Three Type Ia supernovae they study in order to measure cosmic distances and lift the veil of mystery surrounding dark energy
Space news (astrophysics: supernovae; 3 new candidates) – billions of light-years from Earth –
A team of determined astronomers studying the largest explosions viewed during the human journey to the beginning of space and time recently found three new candidates. Three candidates, they found after viewing 400 galaxies for two years using NASA’s Kepler Space Telescope.
“Kepler’s unprecedented pre-event supernova observations and Swift’s agility in responding to supernova events have both produced important discoveries at the same time but at very different wavelengths,” says Paul Hertz, Director of Astrophysics for NASA’s Science Mission Directorate. “Not only do we get insight into what triggers a Type Ia supernova, but these data allow us to better calibrate Type Ia supernovae as standard candles, and that has implications for our ability to eventually understand the mysteries of dark energy.”
In the data they collected over this two year period using NASA’s Kepler Space Telescope, this amazing team of explorers found three new and distant Type Ia supernovae, designated KSN 2011b, KSN 2011c, KSN 2012a. Due to the frequent observations of Kepler in the direction of the three distant supernovae, the data collected even contains the first moments of each tremendous blast. Measurements that will allow scientists to piece together the events leading to these events and the reasons for such a tremendous release of energy.
Astrophysicists believe Type Ia supernovae erupt with the same apparent brightness because in all cases the exploding body is a white dwarf star. It’s this property scientists use as a standard candle to more accurately measure the distance to objects around the cosmos than was previously possibly.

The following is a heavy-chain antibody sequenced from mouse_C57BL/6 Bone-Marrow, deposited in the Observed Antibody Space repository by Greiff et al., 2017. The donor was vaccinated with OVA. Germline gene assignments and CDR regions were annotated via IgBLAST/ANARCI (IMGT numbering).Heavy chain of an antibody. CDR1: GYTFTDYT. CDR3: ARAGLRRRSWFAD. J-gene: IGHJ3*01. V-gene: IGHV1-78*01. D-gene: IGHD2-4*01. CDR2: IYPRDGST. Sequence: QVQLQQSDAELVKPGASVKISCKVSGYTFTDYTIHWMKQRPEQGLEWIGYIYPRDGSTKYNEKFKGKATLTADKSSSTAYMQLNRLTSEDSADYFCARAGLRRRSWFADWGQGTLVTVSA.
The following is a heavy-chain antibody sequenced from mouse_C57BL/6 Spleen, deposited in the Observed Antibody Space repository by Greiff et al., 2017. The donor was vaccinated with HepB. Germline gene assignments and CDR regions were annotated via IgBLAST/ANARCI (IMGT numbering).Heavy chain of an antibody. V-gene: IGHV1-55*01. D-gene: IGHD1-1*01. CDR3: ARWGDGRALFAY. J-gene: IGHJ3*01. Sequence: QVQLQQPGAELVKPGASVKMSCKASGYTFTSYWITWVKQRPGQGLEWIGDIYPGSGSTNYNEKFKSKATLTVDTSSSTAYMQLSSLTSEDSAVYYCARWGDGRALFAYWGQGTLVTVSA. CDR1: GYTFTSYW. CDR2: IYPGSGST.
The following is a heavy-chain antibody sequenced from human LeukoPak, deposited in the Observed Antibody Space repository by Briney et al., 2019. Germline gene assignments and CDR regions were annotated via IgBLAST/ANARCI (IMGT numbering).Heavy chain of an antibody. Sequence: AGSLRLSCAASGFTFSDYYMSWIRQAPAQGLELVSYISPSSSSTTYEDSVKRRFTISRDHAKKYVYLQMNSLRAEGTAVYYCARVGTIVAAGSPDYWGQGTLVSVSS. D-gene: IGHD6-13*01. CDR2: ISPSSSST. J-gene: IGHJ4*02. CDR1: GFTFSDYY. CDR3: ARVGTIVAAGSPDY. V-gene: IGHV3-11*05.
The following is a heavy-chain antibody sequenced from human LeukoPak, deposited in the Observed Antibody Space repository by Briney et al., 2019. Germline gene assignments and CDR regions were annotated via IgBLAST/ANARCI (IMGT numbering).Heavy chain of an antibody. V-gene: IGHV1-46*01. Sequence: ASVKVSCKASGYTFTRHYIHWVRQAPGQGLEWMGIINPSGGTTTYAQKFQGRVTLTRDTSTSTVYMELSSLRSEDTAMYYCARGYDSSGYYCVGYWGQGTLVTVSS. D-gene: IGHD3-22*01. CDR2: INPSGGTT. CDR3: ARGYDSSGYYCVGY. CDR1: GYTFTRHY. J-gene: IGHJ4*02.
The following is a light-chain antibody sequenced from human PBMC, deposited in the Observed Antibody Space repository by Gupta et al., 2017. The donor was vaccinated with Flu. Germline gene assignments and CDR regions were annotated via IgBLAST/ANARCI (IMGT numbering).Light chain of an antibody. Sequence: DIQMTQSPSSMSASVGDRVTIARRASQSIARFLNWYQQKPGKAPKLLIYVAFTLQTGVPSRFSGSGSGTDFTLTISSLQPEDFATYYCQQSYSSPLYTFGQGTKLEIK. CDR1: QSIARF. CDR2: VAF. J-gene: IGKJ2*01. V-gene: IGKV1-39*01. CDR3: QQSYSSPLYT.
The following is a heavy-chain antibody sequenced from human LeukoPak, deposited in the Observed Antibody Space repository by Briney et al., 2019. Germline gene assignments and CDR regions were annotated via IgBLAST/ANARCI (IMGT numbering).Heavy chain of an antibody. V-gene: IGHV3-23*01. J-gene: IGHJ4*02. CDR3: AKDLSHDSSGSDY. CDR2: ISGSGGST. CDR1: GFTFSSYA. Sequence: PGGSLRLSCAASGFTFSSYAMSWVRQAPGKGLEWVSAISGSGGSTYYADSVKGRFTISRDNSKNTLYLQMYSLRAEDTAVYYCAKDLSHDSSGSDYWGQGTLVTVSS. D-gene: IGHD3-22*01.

Astronomers also believe that every Type Ia supernovae are either the result of two white dwarf stars merging, or a white dwarf gathering so much material from a nearby companion star, it causes a thermonuclear reaction resulting in the white dwarf going supernova.
“Our Kepler supernova discoveries strongly favor the white dwarf merger scenario, while the Swift study, led by Cao, proves that Type Ia supernovae can also arise from single white dwarfs,” said Robert Olling, a research associate at the University of Maryland and lead author of the study. “Just as many roads lead to Rome, nature may have several ways to explode white dwarf stars.”
In the case of KSN 2011b, KSN 2011c, and KSN 2012a, astronomers found no evidence to support the existence of material being taken from a companion star. This leads them to believe the cause in these cases is collision and merger between two closely orbiting white dwarf stars.
Now, astronomers will use NASA’s Kepler Space Telescope and other Earth and space-based telescopes to search for Type Ia supernovae among thousands of galaxies included in the study. This will allow them to determine the distance of stellar objects across the cosmos more accurately. It will also help them delve deeper into the mystery surrounding dark energy and its true nature.
The search for supernovae continues
“The Kepler spacecraft has delivered yet another surprise, playing an unexpected role in supernova science by providing the first well-sampled early time light curves of Type Ia supernovae,” said Steve Howell, Kepler project scientist at NASA’s Ames Research Center in Moffett Field, California. “Now in its new mission as K2, the spacecraft will search for more supernovae among many thousands of galaxies.”
Learn more about supernovae here.
Take the journey of the Kepler Space Telescope here.
Learn more about the search for the identity of dark energy here.